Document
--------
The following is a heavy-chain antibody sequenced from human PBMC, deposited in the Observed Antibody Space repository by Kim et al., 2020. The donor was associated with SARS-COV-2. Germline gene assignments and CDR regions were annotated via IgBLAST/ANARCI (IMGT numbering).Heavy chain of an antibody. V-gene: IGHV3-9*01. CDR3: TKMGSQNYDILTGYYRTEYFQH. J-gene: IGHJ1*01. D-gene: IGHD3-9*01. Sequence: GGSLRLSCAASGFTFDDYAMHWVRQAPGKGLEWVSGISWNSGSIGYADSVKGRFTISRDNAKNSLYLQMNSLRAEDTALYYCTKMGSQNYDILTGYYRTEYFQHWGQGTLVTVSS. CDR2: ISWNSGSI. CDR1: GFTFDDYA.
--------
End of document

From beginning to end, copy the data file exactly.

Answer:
The following is a heavy-chain antibody sequenced from human PBMC, deposited in the Observed Antibody Space repository by Kim et al., 2020. The donor was associated with SARS-COV-2. Germline gene assignments and CDR regions were annotated via IgBLAST/ANARCI (IMGT numbering).Heavy chain of an antibody. V-gene: IGHV3-9*01. CDR3: TKMGSQNYDILTGYYRTEYFQH. J-gene: IGHJ1*01. D-gene: IGHD3-9*01. Sequence: GGSLRLSCAASGFTFDDYAMHWVRQAPGKGLEWVSGISWNSGSIGYADSVKGRFTISRDNAKNSLYLQMNSLRAEDTALYYCTKMGSQNYDILTGYYRTEYFQHWGQGTLVTVSS. CDR2: ISWNSGSI. CDR1: GFTFDDYA.